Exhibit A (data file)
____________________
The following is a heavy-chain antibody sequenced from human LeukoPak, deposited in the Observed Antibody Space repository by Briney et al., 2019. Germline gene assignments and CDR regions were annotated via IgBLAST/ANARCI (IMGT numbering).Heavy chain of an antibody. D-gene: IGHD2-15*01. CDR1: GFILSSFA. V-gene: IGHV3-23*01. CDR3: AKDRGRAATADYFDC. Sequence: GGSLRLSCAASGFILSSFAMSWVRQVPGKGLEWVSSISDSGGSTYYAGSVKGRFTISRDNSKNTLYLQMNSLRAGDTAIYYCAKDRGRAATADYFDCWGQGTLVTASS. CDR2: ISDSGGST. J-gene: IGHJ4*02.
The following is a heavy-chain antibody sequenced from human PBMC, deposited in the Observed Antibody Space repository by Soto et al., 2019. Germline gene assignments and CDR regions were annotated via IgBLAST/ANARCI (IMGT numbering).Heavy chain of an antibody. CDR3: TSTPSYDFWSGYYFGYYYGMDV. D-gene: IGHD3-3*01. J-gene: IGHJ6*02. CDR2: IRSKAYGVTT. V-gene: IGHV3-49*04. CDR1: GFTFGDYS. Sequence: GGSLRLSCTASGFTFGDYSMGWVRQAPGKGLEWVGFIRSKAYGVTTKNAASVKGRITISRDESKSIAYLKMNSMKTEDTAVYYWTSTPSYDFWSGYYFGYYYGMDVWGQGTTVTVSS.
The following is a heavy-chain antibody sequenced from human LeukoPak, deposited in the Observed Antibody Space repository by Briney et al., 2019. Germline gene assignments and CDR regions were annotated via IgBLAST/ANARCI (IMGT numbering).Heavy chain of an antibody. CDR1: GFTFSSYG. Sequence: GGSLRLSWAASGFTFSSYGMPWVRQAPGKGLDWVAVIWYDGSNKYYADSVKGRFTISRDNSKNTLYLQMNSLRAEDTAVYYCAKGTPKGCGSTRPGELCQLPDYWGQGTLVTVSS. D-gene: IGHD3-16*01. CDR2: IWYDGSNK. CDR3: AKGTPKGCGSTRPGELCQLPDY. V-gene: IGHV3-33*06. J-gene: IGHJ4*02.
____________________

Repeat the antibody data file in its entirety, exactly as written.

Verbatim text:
The following is a heavy-chain antibody sequenced from human LeukoPak, deposited in the Observed Antibody Space repository by Briney et al., 2019. Germline gene assignments and CDR regions were annotated via IgBLAST/ANARCI (IMGT numbering).Heavy chain of an antibody. D-gene: IGHD2-15*01. CDR1: GFILSSFA. V-gene: IGHV3-23*01. CDR3: AKDRGRAATADYFDC. Sequence: GGSLRLSCAASGFILSSFAMSWVRQVPGKGLEWVSSISDSGGSTYYAGSVKGRFTISRDNSKNTLYLQMNSLRAGDTAIYYCAKDRGRAATADYFDCWGQGTLVTASS. CDR2: ISDSGGST. J-gene: IGHJ4*02.
The following is a heavy-chain antibody sequenced from human PBMC, deposited in the Observed Antibody Space repository by Soto et al., 2019. Germline gene assignments and CDR regions were annotated via IgBLAST/ANARCI (IMGT numbering).Heavy chain of an antibody. CDR3: TSTPSYDFWSGYYFGYYYGMDV. D-gene: IGHD3-3*01. J-gene: IGHJ6*02. CDR2: IRSKAYGVTT. V-gene: IGHV3-49*04. CDR1: GFTFGDYS. Sequence: GGSLRLSCTASGFTFGDYSMGWVRQAPGKGLEWVGFIRSKAYGVTTKNAASVKGRITISRDESKSIAYLKMNSMKTEDTAVYYWTSTPSYDFWSGYYFGYYYGMDVWGQGTTVTVSS.
The following is a heavy-chain antibody sequenced from human LeukoPak, deposited in the Observed Antibody Space repository by Briney et al., 2019. Germline gene assignments and CDR regions were annotated via IgBLAST/ANARCI (IMGT numbering).Heavy chain of an antibody. CDR1: GFTFSSYG. Sequence: GGSLRLSWAASGFTFSSYGMPWVRQAPGKGLDWVAVIWYDGSNKYYADSVKGRFTISRDNSKNTLYLQMNSLRAEDTAVYYCAKGTPKGCGSTRPGELCQLPDYWGQGTLVTVSS. D-gene: IGHD3-16*01. CDR2: IWYDGSNK. CDR3: AKGTPKGCGSTRPGELCQLPDY. V-gene: IGHV3-33*06. J-gene: IGHJ4*02.